Common Name: Aromatic and flavorful, dill is the fruit, in its dried form of anethum graveolens, a perennial herb with a short lifespan. The dill seed are often used as a form of spice to add flavor to food, while the fresh as well as dried dill leaves, which are known as dill weed, are used as herbs.
Occurrence: Dill is grown all across the world. Dill is best cultivated during long, hot summers or even in warm weather with lots of sunshine. It is grown in rich soil with good water drainage. Dill seeds from a crop can be used for the next 3 to ten years for further cultivation. A note of caution here: do not plant your dill near fennel plants as the two tend to hybridize.
With yellow flowers and feathery bluish green leaves, the dill plant can grow up to 90 cm of height. You can harvest the seeds by chopping off the flower head from the stalk, just when the dill seeds are ripening. After that, you can place the seed head in an inverted position in a paper packet and leave it in a dry and warm place for about a week before storing them in airtight containers for further use.
The name Dill has its roots in 'dylle', an Anglo-Saxon word, which means to soothe because it has been used for ages to cure digestion problems and even as a form of tranquilizer.
Parts Used: The leaves, oil and seeds of dill are used for treating health problems.
Medicinal Benefits and Uses of Dill Herb:
Dill has several healing uses -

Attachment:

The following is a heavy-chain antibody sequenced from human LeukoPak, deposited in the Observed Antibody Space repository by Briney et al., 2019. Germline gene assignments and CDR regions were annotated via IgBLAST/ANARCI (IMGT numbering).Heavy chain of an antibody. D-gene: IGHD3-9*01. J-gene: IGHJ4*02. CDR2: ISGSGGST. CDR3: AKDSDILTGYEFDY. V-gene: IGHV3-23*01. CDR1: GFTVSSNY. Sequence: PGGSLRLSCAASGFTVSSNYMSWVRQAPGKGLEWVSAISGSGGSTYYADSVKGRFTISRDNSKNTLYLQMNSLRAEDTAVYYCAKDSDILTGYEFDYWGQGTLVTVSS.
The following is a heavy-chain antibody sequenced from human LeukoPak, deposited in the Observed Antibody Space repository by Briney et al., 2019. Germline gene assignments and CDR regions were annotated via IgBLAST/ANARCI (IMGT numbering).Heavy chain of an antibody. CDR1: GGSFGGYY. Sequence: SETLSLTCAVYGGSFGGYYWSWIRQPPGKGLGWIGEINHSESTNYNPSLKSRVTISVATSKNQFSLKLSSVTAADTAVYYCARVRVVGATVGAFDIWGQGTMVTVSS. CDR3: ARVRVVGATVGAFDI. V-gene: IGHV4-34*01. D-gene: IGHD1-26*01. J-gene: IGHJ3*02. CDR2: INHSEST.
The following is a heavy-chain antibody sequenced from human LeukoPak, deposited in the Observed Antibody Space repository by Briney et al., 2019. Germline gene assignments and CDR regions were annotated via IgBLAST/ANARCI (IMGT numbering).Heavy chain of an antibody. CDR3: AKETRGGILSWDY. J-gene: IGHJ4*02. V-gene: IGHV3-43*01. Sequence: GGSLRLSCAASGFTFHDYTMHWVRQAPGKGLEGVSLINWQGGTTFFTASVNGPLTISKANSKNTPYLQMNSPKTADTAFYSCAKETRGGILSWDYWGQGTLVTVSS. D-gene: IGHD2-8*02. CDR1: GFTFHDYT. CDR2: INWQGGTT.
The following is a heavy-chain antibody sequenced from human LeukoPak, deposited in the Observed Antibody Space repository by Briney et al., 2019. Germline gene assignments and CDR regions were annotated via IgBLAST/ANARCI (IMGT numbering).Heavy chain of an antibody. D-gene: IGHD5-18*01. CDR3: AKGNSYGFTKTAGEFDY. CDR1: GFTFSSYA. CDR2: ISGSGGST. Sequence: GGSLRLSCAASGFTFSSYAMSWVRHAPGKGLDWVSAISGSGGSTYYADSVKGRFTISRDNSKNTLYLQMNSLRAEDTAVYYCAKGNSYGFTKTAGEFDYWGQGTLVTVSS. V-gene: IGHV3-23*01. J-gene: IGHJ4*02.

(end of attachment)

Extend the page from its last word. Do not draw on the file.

Administered as: Dill is administered as herbal medicines, concoctions, oils and even chewed for benefits.
Culinary uses of Dill Herb:
Fresh dill leaves are flavorful and aromatic and are used in recipes to add that punch and taste. Best used when fresh, dill tends to lose some of its flavor when it dries up. But dill herbs which are freeze-dried retain the flavor and can be used to spice up food. Oval, brown in color, and soft and fluffy, dill seeds have a pungent flavor. Used since ages as flavoring and as a soothing component, the dill seed as well as the dill herb has been featuring in several scrumptious soups and tantalizing pickles. Its strong aroma also packs a punch to dishes from across the world. While the dill seed is extensively used in curries, salad dressings, meat dishes, processed foods, in baking breads and in cheeses; the dill flower heads taste good when tossed in with a salad. Dill leaves are added to dishes as well as mixed in with cottage cheese. The seeds are also used in herb butters, meat stews and an array of soups.